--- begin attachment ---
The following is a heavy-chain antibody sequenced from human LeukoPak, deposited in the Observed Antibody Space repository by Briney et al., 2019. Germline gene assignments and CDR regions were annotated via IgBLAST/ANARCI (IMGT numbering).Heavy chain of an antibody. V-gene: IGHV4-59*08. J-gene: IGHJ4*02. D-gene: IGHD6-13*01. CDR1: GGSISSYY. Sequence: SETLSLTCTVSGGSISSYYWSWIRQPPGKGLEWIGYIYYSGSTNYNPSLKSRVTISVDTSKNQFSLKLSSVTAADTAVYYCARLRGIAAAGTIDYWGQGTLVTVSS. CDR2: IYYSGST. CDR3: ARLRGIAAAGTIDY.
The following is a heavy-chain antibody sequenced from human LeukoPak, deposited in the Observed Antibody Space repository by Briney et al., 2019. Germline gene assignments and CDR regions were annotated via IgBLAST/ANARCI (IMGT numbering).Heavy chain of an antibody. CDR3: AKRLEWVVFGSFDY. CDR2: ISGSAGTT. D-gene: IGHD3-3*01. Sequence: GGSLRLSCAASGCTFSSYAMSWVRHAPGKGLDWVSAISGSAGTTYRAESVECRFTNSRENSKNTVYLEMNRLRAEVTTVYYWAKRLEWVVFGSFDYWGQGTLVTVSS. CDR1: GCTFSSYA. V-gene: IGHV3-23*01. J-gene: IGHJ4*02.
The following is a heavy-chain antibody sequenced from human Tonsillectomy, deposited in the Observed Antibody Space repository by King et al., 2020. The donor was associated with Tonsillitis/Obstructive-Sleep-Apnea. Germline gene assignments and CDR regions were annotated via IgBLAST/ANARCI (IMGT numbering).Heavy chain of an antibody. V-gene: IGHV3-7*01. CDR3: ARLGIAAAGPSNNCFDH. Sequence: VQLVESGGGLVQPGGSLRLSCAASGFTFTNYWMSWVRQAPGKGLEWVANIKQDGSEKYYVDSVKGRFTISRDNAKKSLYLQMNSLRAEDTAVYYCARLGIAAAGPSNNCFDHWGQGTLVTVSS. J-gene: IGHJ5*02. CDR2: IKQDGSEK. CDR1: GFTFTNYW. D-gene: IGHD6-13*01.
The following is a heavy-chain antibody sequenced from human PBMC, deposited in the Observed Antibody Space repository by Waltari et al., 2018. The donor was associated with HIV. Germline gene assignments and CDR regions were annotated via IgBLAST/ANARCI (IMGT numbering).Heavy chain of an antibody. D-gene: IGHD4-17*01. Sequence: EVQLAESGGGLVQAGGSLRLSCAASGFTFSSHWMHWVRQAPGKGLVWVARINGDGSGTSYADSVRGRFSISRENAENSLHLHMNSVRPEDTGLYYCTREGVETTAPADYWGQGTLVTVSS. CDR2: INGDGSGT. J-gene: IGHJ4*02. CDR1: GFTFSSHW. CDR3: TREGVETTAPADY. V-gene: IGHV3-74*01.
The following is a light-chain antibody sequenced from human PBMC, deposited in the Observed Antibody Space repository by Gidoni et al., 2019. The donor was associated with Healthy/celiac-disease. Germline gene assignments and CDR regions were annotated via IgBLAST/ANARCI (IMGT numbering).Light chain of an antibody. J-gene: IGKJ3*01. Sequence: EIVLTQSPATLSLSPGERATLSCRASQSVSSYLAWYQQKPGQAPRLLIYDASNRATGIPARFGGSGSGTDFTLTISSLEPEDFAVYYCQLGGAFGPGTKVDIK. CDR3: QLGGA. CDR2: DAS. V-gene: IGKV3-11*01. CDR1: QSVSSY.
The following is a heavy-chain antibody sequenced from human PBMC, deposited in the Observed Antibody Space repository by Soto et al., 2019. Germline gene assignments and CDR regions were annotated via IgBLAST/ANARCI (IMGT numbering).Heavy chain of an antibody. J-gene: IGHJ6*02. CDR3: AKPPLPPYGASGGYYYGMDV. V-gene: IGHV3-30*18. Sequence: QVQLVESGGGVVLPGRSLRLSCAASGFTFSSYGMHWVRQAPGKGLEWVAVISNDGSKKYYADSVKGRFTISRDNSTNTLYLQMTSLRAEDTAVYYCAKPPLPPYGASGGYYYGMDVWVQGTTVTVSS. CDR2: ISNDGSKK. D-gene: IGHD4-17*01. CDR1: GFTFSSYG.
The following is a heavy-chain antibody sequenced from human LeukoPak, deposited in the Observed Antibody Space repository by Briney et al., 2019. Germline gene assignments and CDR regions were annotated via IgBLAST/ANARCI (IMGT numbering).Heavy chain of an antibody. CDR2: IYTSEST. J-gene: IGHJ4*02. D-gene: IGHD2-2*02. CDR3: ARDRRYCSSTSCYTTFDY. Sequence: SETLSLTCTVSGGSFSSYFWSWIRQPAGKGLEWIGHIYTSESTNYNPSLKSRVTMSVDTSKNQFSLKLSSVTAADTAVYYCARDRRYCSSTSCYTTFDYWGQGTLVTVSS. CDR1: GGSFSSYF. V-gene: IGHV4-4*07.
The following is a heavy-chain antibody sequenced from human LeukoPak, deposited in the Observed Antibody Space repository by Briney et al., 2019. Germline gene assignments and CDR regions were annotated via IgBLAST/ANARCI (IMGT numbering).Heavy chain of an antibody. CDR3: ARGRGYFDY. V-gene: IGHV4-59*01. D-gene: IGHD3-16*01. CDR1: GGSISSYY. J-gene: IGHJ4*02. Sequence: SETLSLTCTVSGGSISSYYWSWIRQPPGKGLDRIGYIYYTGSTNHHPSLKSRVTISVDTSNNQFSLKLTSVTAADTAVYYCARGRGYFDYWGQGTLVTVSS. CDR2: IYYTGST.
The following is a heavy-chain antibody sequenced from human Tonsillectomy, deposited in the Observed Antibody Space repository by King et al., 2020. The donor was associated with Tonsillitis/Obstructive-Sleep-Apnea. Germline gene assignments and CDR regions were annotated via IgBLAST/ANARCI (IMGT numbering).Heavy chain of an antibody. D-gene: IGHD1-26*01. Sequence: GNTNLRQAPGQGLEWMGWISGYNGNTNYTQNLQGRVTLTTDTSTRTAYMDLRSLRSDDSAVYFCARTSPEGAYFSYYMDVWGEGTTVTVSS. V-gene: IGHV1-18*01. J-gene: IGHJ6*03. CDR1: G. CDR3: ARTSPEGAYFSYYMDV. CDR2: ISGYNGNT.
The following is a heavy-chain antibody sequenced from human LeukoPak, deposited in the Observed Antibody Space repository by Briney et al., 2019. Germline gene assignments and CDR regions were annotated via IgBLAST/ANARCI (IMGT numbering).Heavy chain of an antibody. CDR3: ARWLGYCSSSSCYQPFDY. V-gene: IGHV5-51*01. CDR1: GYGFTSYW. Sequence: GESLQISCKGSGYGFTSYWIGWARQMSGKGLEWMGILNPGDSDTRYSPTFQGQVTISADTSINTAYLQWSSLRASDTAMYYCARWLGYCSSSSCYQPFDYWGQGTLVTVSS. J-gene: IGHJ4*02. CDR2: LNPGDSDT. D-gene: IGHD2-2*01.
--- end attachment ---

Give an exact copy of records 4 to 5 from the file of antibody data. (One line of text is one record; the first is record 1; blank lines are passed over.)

The following is a heavy-chain antibody sequenced from human PBMC, deposited in the Observed Antibody Space repository by Waltari et al., 2018. The donor was associated with HIV. Germline gene assignments and CDR regions were annotated via IgBLAST/ANARCI (IMGT numbering).Heavy chain of an antibody. D-gene: IGHD4-17*01. Sequence: EVQLAESGGGLVQAGGSLRLSCAASGFTFSSHWMHWVRQAPGKGLVWVARINGDGSGTSYADSVRGRFSISRENAENSLHLHMNSVRPEDTGLYYCTREGVETTAPADYWGQGTLVTVSS. CDR2: INGDGSGT. J-gene: IGHJ4*02. CDR1: GFTFSSHW. CDR3: TREGVETTAPADY. V-gene: IGHV3-74*01.
The following is a light-chain antibody sequenced from human PBMC, deposited in the Observed Antibody Space repository by Gidoni et al., 2019. The donor was associated with Healthy/celiac-disease. Germline gene assignments and CDR regions were annotated via IgBLAST/ANARCI (IMGT numbering).Light chain of an antibody. J-gene: IGKJ3*01. Sequence: EIVLTQSPATLSLSPGERATLSCRASQSVSSYLAWYQQKPGQAPRLLIYDASNRATGIPARFGGSGSGTDFTLTISSLEPEDFAVYYCQLGGAFGPGTKVDIK. CDR3: QLGGA. CDR2: DAS. V-gene: IGKV3-11*01. CDR1: QSVSSY.